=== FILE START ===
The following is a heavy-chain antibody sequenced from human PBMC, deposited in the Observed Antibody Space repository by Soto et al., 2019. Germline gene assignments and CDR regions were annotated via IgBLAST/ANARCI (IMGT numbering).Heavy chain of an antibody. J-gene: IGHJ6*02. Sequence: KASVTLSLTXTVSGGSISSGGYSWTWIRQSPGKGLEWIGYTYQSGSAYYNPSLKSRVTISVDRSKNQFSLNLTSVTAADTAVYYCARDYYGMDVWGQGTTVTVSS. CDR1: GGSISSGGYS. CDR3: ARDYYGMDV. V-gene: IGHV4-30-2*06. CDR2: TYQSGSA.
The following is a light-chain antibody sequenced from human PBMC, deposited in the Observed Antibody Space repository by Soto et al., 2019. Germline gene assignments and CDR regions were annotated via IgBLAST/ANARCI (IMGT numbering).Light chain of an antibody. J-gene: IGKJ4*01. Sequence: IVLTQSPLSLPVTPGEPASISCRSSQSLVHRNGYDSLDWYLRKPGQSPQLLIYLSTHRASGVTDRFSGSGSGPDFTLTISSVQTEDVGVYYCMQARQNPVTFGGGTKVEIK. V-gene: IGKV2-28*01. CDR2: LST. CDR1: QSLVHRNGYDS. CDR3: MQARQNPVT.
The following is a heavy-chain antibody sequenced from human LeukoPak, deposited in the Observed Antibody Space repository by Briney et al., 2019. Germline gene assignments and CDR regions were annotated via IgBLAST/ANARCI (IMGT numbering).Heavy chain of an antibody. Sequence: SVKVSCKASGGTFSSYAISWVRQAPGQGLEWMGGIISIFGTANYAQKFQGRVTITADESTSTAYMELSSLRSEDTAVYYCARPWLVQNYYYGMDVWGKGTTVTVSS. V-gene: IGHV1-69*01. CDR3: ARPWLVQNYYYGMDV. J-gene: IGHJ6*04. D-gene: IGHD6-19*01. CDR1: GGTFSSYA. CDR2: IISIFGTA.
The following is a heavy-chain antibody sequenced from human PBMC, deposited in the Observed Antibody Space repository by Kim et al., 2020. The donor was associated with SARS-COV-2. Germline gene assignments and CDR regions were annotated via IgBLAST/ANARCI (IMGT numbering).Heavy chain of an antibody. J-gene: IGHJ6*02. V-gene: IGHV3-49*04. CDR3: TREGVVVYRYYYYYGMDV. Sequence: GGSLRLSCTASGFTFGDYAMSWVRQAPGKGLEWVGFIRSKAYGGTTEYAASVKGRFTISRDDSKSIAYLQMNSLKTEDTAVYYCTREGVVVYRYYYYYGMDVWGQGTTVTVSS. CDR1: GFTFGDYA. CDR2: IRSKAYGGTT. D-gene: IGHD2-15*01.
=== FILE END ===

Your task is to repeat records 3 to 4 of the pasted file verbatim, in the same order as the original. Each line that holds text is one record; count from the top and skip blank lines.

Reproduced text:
The following is a heavy-chain antibody sequenced from human LeukoPak, deposited in the Observed Antibody Space repository by Briney et al., 2019. Germline gene assignments and CDR regions were annotated via IgBLAST/ANARCI (IMGT numbering).Heavy chain of an antibody. Sequence: SVKVSCKASGGTFSSYAISWVRQAPGQGLEWMGGIISIFGTANYAQKFQGRVTITADESTSTAYMELSSLRSEDTAVYYCARPWLVQNYYYGMDVWGKGTTVTVSS. V-gene: IGHV1-69*01. CDR3: ARPWLVQNYYYGMDV. J-gene: IGHJ6*04. D-gene: IGHD6-19*01. CDR1: GGTFSSYA. CDR2: IISIFGTA.
The following is a heavy-chain antibody sequenced from human PBMC, deposited in the Observed Antibody Space repository by Kim et al., 2020. The donor was associated with SARS-COV-2. Germline gene assignments and CDR regions were annotated via IgBLAST/ANARCI (IMGT numbering).Heavy chain of an antibody. J-gene: IGHJ6*02. V-gene: IGHV3-49*04. CDR3: TREGVVVYRYYYYYGMDV. Sequence: GGSLRLSCTASGFTFGDYAMSWVRQAPGKGLEWVGFIRSKAYGGTTEYAASVKGRFTISRDDSKSIAYLQMNSLKTEDTAVYYCTREGVVVYRYYYYYGMDVWGQGTTVTVSS. CDR1: GFTFGDYA. CDR2: IRSKAYGGTT. D-gene: IGHD2-15*01.